skilled in many sorts of textile patterning, some of which were in
the process of being tied (bandhya mana). He
later explains how these textiles were dyed. This material according
to him was used to make the skirts for women.
bandhni garment was considered auspicious for the bride. One also
finds the maids in the ajanta wall paintings wearing blouses of tie
and dye patterns.
women and girls can be seen sitting in their homes with pieces of
malmal (fine muslin), hadloom or silk cloth. This cloth is
first bleached and then folded into two or four layers depending on
the thickness of the cloth. A rangara or designer marks the
layout of the pattern on the material using wooden blocks dipped in
geru, a burnt sienna colour mixed with water.
craftsmen begin to tie the cloth which is not to be dyed. The folds
of the material within the small motif are lifted and tied together.
The materials with the first set of ties is dyed yellow. There is
also a process, mostly followed in Rajasthan of dyeing parts of the
material by hand lipai technique the material is again
tied and dyed into red or gree. If the border has to be darker all
the lighter parts are tied and covered with plastics foil and the
edges dyed the required colours. Repeated tying and dyeing can
produce elaborate designs.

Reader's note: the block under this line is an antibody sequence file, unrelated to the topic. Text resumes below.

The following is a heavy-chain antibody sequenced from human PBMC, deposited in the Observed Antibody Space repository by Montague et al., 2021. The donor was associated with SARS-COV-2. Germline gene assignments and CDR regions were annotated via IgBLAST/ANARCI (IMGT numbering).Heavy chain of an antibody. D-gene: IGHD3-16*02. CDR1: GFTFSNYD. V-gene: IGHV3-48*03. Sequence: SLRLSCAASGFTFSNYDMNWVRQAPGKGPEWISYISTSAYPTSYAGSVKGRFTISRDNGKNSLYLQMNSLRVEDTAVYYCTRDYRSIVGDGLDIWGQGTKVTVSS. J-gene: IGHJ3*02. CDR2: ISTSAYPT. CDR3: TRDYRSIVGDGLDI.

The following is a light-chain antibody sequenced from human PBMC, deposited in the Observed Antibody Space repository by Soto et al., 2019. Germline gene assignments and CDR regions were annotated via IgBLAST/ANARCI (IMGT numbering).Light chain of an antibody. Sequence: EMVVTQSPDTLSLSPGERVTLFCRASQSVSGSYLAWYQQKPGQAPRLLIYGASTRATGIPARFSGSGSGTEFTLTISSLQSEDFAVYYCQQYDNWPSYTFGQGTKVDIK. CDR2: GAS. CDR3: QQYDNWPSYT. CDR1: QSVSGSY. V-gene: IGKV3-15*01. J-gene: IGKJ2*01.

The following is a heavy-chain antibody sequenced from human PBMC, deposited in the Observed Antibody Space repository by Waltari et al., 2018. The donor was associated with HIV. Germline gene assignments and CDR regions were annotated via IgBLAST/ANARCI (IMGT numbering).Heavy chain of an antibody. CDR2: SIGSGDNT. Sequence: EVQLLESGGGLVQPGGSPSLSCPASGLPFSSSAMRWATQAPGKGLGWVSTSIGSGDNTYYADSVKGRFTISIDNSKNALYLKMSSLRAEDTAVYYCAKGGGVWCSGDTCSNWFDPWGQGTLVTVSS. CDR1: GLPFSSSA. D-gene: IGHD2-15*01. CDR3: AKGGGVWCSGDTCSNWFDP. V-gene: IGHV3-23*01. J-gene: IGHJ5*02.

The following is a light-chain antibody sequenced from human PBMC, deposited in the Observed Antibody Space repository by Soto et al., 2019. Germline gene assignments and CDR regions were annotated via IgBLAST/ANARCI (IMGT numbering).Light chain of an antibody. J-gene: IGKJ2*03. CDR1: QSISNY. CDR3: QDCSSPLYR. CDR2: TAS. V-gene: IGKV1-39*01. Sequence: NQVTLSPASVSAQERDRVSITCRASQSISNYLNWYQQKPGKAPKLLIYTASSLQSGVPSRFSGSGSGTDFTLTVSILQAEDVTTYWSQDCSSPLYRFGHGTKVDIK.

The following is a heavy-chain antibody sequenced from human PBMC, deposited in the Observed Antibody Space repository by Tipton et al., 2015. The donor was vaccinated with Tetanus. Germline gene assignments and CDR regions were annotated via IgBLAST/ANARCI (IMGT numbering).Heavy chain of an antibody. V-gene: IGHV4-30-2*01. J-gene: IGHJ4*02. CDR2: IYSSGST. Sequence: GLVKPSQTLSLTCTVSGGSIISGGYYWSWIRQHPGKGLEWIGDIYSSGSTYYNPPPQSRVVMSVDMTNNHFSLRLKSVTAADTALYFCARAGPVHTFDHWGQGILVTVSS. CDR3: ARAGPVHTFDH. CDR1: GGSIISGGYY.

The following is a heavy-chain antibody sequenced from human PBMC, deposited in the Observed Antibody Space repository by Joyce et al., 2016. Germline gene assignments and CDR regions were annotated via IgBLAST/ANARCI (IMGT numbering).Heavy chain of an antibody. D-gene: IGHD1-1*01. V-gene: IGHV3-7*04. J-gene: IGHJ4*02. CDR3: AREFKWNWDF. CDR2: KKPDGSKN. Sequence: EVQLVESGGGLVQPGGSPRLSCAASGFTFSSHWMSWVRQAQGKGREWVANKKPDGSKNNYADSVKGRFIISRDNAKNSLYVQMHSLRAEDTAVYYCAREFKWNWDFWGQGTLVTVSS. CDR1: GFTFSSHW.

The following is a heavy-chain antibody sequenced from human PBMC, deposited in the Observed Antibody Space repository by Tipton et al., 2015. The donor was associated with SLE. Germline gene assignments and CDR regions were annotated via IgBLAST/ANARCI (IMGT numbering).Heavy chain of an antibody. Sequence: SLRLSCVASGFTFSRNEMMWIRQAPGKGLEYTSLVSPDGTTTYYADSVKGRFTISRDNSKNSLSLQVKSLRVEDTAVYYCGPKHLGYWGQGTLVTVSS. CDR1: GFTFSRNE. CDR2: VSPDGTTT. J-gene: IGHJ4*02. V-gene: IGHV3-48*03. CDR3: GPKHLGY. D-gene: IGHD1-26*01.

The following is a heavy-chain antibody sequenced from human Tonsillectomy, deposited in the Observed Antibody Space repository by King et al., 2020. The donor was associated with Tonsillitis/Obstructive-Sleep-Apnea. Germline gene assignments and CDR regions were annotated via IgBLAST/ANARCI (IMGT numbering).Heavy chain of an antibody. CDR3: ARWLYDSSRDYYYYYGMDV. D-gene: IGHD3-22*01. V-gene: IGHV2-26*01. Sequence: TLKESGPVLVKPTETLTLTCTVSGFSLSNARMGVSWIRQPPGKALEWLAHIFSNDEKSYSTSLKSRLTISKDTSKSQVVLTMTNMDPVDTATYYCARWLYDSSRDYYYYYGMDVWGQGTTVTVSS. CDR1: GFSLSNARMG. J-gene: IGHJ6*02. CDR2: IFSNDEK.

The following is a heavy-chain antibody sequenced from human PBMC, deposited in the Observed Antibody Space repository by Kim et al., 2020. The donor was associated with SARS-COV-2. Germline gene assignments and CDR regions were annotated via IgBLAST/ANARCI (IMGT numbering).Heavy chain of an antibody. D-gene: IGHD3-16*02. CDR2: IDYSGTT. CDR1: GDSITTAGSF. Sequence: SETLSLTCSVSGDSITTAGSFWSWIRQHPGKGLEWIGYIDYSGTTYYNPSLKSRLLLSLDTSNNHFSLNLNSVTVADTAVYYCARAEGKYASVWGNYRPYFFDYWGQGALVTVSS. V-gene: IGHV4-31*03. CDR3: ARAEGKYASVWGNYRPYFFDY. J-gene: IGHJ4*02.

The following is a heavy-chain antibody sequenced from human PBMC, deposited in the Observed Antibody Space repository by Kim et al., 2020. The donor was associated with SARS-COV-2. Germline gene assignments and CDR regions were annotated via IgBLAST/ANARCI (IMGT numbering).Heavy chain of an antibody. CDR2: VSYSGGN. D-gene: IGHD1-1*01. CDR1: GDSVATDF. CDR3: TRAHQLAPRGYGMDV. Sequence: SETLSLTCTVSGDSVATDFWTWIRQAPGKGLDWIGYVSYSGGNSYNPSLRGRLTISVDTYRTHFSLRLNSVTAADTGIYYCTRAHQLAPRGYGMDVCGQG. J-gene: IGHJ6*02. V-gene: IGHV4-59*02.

raw materials required for bandhni are muslin, handloom or
silk cloth, ordinary thread for tying, starch and colours for dyeing.
Traditionally vegetable dyes were used but today chemical dyes are
becoming very popular. The tools required are also very basic
wooden blocks for marking designs and the simple implements for
used colours in bandhni are red which is a symbol of marriage,
saffron which is worn by the yogi who has renounced the world.
Yellow stands for spring and black and maroon are used for mourning.
Bandhni material is sold still folded and the knots tied. One has
to pull the folds apart for the knots to open. The payment made is
according to the number of dots in the pattern. An intricate design
in a saree would have approximately 75000 dots.
is difficult to assess the number of people involved in bandhni
making as the material passes from hand to hand for the different
processes. But it can easily be said that 90 per cent of the persons
is essential in bandhni is the minute and skilful manipulation of the
fingers for tying, extensive knowledge of colour schemes and skill in
dyeing materials. It takes several years for a crafsman to perfect
his skill. Khatri Dawood Yusuf moved from Kutch to Jamanagar at the
age of seven to learn this craft and to earn a living. Now his four
year old daughter sits with him learning the name of the patterns and
the process of tying the cloth.
sarees and dupattas are available at most shops all over India but to
get the authentic material it is advisable to buy from the Rajasthan,
or Gujarat Emporia which have outlets in all major citries.
cotton duppata costs about Rs. 50/- onwards and a saree about Rs.
80/- to Rs. 250/-. A silk dupatta costs about Rs. 250/- and a saree
about Rs. 400/- to Rs. 2000/-.